• Ziol-Guest, Kathleen M., Dunifon, Rachel E.. Complex living arrangements and child health: Examining family structure linkages with children's health outcomes. Family Relations.63, (3), 424-437.2014.
    • ID: 10.1111/fare.12071 (DOI)
  • Wen, Ming. Parental participation in religious services and parent and child well-being: Findings from the National Survey of America's Families. Journal of Religion and Health.2013.
    • ID: 10.1007/s10943-013-9742-x (DOI)
  • Conway, Karen Smith, Li, Minghua. Family structure and child outcomes: A high definition, wide angle 'snapshot'. Review of Economics of the Household.10, (3), 345-374.2012.
    • ID: 10.1007/s11150-011-9121-x (DOI)
  • Melzer, Brian T.. The real costs of credit access: Evidence from the payday lending market. Quarterly Journal of Economics.126, (1), 517-555.2011.
    • ID: 10.1093/qje/qjq009 (DOI)
  • Brodkin, Evelyn Z., Majmundar, Malay. Administrative exclusion: Organizations and the hidden costs of welfare claiming. Journal of Public Administration Research and Theory.20, (4), 827-848.2010.
    • ID: 10.1093/jopart/mup046 (DOI)
  • Kao, Dennis. State Variations in Linguistic Competency Policies and the Effects on Immigrant Access to Health Services. Dissertation, University of Southern California. 2010.
  • Li, Minghua, Baughman, Reagan. Coverage, utilization, and health outcomes of the State Children's Health Insurance Program. Inquiry (Rochester): The Journal of Health Care Organization, Provision and Financing.47, (4), 296-314.2010.
    • ID: 10.5034/inquiryjrnl_47.04.296 (DOI)
  • Parish, Susan L., Rose, Roderick A., Andrews, Megan E.. TANF's impact on low-income mothers raising children with disabilities. Exceptional Children.76, (2), 234-253.2010.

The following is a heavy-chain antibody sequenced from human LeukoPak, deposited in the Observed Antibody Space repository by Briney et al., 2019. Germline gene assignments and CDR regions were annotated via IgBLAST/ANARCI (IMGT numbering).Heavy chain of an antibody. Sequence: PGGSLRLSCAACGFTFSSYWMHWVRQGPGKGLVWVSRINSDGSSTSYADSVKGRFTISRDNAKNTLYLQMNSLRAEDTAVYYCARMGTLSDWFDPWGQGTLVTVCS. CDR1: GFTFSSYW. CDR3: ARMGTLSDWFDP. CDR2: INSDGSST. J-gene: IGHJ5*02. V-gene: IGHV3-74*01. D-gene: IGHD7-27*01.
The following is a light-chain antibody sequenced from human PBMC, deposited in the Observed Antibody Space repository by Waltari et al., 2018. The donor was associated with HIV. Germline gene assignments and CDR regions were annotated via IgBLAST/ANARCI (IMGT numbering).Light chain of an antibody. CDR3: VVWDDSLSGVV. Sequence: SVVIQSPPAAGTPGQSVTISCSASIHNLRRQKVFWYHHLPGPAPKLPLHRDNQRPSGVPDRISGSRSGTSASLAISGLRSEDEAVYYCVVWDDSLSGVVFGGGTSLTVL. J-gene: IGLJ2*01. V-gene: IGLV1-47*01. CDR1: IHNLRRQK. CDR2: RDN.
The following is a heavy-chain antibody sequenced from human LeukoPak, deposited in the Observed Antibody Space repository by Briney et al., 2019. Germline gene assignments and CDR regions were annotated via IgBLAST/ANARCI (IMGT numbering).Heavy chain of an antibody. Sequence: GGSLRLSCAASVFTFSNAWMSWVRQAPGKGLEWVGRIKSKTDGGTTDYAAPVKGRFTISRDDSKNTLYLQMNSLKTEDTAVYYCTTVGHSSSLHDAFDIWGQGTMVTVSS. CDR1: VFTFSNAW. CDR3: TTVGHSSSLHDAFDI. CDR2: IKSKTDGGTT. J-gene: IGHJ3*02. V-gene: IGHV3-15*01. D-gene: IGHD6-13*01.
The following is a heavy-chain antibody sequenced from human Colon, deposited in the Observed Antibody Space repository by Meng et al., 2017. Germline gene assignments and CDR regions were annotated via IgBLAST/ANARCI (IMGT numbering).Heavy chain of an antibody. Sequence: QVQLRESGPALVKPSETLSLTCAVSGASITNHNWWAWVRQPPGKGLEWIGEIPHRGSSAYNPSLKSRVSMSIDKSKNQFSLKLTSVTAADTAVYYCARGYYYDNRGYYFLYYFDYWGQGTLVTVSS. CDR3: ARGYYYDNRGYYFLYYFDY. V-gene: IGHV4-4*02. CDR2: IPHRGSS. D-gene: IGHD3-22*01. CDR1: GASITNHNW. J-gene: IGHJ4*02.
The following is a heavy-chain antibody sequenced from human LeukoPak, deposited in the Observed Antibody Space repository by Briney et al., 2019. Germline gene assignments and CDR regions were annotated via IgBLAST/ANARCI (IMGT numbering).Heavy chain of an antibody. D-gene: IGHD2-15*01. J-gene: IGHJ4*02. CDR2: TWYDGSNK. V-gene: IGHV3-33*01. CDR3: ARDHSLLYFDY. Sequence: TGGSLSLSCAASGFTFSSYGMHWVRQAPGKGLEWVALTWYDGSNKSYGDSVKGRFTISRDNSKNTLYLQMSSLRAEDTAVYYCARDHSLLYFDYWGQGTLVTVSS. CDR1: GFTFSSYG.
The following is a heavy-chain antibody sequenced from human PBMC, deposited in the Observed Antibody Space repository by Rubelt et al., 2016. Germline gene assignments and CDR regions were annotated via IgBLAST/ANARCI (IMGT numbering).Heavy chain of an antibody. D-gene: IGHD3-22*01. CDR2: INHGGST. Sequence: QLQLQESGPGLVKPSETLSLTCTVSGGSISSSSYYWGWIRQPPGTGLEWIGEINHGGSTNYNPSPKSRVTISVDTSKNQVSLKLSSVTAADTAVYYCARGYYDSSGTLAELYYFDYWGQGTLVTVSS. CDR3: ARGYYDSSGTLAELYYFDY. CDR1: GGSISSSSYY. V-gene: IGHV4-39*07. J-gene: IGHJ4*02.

• Stewart, Susan D.. The characteristics and well-being of adopted stepchildren. Family Relations.59, (5), 558-571.2010.
    • ID: 10.1111/j.1741-3729.2010.00623.x (DOI)
  • Amato, Paul R., Meyers, Catherine E., Emery, Robert E.. Changes in nonresident father-child contact from 1976 to 2002. Family Relations.58, (1), 41-53.2009.
    • ID: 10.1111/j.1741-3729.2008.00533.x (DOI)
  • Cox, Julio Guzman. Child Care Subsidies and the Employment of Single Mothers. Dissertation, University of Chicago. 2009.
  • Dubay, Lisa, Kenney, Genevieve. The impact of CHIP on children's insurance coverage: an analysis using the National Survey of America's Families. Health Services Research.44, (6), 2040-2059.2009.
    • ID: 10.1111/j.1475-6773.2009.01040.x (DOI)
  • Gao, Xiang. Afterschool Child Care Subsidies and Maternal Employment Among the Low-income Families. Dissertation, University of Washington. 2009.
  • Nelson, Kyle Anne. Residential Segregation: Hurting or Helping U.S. Hispanic Health?. Dissertation, University of Maryland-College Park. 2009.